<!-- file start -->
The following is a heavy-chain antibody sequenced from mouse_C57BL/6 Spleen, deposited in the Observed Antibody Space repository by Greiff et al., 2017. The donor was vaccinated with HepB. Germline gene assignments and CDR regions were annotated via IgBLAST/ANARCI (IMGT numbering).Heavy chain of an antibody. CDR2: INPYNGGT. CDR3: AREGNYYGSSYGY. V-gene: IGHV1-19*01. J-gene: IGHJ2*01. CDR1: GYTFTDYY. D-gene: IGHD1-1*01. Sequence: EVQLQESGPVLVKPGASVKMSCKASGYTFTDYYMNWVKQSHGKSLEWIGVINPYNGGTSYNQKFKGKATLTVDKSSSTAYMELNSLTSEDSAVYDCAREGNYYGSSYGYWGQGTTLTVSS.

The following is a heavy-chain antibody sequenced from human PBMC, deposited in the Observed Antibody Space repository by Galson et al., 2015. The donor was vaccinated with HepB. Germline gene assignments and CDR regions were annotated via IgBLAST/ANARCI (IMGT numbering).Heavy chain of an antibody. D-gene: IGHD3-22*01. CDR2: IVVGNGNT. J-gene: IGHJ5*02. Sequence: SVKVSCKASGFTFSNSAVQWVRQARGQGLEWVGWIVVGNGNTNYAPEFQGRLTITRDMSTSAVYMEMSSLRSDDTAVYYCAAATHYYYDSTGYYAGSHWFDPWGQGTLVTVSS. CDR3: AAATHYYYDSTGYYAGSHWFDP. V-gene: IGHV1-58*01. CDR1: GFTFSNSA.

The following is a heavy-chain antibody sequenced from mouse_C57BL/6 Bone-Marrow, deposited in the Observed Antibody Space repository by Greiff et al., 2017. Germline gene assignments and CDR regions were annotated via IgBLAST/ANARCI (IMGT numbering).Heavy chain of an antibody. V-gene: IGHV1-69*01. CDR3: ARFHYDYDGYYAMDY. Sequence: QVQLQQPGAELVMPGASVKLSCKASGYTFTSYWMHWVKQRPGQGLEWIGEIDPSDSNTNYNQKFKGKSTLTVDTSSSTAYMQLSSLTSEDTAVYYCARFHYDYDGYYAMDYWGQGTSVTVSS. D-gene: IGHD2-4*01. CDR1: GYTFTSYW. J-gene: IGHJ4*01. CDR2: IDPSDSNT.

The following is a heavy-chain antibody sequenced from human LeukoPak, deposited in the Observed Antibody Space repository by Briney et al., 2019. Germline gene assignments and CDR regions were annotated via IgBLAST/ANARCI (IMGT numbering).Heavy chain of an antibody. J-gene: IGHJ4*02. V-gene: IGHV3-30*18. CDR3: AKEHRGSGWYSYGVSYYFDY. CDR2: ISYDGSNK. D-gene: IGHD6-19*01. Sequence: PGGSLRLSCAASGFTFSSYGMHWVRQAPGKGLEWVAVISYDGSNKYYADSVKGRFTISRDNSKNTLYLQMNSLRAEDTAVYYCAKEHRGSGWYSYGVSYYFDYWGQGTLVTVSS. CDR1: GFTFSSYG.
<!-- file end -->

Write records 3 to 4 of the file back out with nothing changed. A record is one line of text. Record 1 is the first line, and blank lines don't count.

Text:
The following is a heavy-chain antibody sequenced from mouse_C57BL/6 Bone-Marrow, deposited in the Observed Antibody Space repository by Greiff et al., 2017. Germline gene assignments and CDR regions were annotated via IgBLAST/ANARCI (IMGT numbering).Heavy chain of an antibody. V-gene: IGHV1-69*01. CDR3: ARFHYDYDGYYAMDY. Sequence: QVQLQQPGAELVMPGASVKLSCKASGYTFTSYWMHWVKQRPGQGLEWIGEIDPSDSNTNYNQKFKGKSTLTVDTSSSTAYMQLSSLTSEDTAVYYCARFHYDYDGYYAMDYWGQGTSVTVSS. D-gene: IGHD2-4*01. CDR1: GYTFTSYW. J-gene: IGHJ4*01. CDR2: IDPSDSNT.

The following is a heavy-chain antibody sequenced from human LeukoPak, deposited in the Observed Antibody Space repository by Briney et al., 2019. Germline gene assignments and CDR regions were annotated via IgBLAST/ANARCI (IMGT numbering).Heavy chain of an antibody. J-gene: IGHJ4*02. V-gene: IGHV3-30*18. CDR3: AKEHRGSGWYSYGVSYYFDY. CDR2: ISYDGSNK. D-gene: IGHD6-19*01. Sequence: PGGSLRLSCAASGFTFSSYGMHWVRQAPGKGLEWVAVISYDGSNKYYADSVKGRFTISRDNSKNTLYLQMNSLRAEDTAVYYCAKEHRGSGWYSYGVSYYFDYWGQGTLVTVSS. CDR1: GFTFSSYG.